Persistent little fuckers. His head cranes back, mandibles snapping at me in an audacious display of David vs. Goliath. And if I remember my Bible stories correct, the outcome doesn’t look good for me.
I break eye contact to scan the horizon. The heatwaves distort the grass into vertical slithering snakes making every direction I look appear to be the same. The mountains get all the credit for being the domain of badasses, but plains can be just as inhospitable. It’s been a long five days being subjected to whatever the plains had on the menu for the day. From hail to searing heat, hypodermic needle encrusted plants to rusted barbed-wire triplines. I got the feeling it wanted me to leave in a bad way. The hints were anything but subtle.
My shoulders ache, my palms sting from the remnants of cactus quill still stuck in them and my legs ache from the awkward movements that only crawling creates.
Sweat beads down my forehead, burning my eyes, but I don’t mind. Anything to ignore the now enraged colony of fire ants exploring their giant invader; me. Encroaching on another’s territory has seen effects like this since the beginning of time, an all out attack.
I look back down at his red head. He hasn’t moved an inch, but his brethren have. They test their front lines, advancing forward only to retreat. They want to see how interested I am in their game. We study each other, both wondering who is going to be the first to go on the offense.
“Let’s call it a truce fellas. I’ve got no beef with you. I’m only a temporary visitor to your land, a vagabond passing through . My business will be over here shortly.” I whisper in a pleading voice.
My bow looks like it has been resuscitated from the afterlife and came back as some sick monstrous deformation. Ants pouring over it, crawling up the string like gymnasts walking the balance beam, squirming through my peep, and making the limbs look alive with their pulsating surge.
Leave no place unexplored.
“Come on, come on.” I encourage.
I can’t take it anymore, I feel they are looking for exposed skin to sink their mandibles in which puts me on the attack. The best defense is a good offense I suppose.
The palm of my hand slides down my pant leg, crushing the advance sentinels. The living remain unfazed, almost callus as they step over their brother in arms. For every one I kill he is replaced tenfold. Persistent. The individual life doesn’t matter, the protection of the colony does. Great, that’s all I need, John Stuart Mill disciples.
This is gonna have to do. War has been declared and I know it’s full time to finish my business and beat a hasty retreat. I’m outnumbered and outgunned.
Head back in the game knucklehead. You’re here for a reason. Twenty four blown stalks and I’m not sure I have the mental fortitude to continue forward after so many screw ups. Failure weighs heavy on motivation. The last few stalks were made out of pure stubbornness.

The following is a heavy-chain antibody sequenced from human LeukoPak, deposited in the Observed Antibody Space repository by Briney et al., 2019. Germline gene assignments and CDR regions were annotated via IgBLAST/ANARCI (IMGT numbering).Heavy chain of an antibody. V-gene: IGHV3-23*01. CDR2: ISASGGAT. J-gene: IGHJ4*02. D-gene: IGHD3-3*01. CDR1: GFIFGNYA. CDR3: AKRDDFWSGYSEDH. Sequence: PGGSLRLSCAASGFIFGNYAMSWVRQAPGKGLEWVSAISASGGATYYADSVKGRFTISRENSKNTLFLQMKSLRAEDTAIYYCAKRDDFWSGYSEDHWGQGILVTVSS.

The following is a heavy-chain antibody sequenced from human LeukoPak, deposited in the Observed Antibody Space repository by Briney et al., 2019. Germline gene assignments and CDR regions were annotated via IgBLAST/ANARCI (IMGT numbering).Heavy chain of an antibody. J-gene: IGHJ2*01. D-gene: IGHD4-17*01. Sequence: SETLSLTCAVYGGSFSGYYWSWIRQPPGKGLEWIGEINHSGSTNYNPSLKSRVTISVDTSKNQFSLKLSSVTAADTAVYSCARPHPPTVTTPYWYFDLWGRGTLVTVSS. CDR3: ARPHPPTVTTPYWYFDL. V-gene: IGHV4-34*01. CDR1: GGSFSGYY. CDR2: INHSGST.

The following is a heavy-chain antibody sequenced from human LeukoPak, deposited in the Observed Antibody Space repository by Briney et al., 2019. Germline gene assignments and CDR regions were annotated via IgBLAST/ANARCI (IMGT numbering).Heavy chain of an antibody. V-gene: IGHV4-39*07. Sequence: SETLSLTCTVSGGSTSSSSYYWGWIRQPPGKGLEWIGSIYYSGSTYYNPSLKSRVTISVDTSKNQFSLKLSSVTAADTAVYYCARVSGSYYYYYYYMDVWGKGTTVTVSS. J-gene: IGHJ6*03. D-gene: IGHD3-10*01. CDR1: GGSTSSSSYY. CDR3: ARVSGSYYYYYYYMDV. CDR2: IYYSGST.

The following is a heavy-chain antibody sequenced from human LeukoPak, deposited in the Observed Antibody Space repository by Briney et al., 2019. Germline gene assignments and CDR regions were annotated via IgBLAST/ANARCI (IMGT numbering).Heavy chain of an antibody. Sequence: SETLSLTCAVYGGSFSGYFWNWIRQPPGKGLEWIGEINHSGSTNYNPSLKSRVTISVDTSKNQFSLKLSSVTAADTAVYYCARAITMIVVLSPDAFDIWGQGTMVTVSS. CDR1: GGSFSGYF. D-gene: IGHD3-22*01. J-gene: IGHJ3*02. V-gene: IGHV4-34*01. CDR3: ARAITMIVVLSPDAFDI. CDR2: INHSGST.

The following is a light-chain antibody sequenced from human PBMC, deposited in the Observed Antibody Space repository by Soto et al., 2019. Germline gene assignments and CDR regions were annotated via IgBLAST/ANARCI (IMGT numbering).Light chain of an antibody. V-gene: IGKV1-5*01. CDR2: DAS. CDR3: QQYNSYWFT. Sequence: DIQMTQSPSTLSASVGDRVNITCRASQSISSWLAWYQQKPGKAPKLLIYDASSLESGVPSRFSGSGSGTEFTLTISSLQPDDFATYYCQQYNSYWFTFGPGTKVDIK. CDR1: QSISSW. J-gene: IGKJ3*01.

I peer over the ant infested pronghorn decoy that I so conveniently stabbed into the colony’s home like a planted flag on a new continent.
The buck comes in broadside and he’s confused. All alone for the last few days and now this intruder in his territory.
“Well thanks for coming in to find out fella.” I whisper into the wind.
My stalk ended long ago. My only hope being that the curiosity of this creature would override its good sense to stay away from my nylon decoy. Curiosity, the cat and so on.
The wait for the right moment is never easy for me. I have a tendency to try to force something/anything to happen. Hence the twenty four previous blown stalks. My thick headedness causes me to be slow to learn. I’m not completely hopeless, after that many failures I resolve to try something different; patience. Even with the encouragement of the ants to get the hell out of their home, I succeed. I wait.
I ease the dial of my site to seventy-two. I think of the painstaking seasons I’ve spent getting this bow dialed-in to be a killing machine. Persistent, meticulous effort. Hours upon hours reduced down to this one shot.
I peer over the decoy’s back one more time to make sure all is right, that the stars are truly aligned. It’s perfect.
I anchor back, remind myself to follow through. Don’t pull your head away to watch the flight terminate on impact. Let the animal confirm it was a good hit, only then can you watch what you have just done.
The anchor is right, the distance is right, the animal is right. There’s nothing more to do than to execute.
He trots off a short distance and lays down. I can see he is struggling with his breathing. The oxygen is having an internal battle with his lungs, deciding the two holes I just created are more appealing as an exit than staying in that stuffy container. His lungs betray him.
I look down at the ants that feel my body is their rightful claim since I trespassed on their land. They haven’t bitten me and I wonder why. Maybe they feel like we have something in common, we’re both persistent fuckers.
I walk towards the lifeless body I have just created, letting the ants come along for the ride.
“Let’s go see how our persistence has paid off.” I say.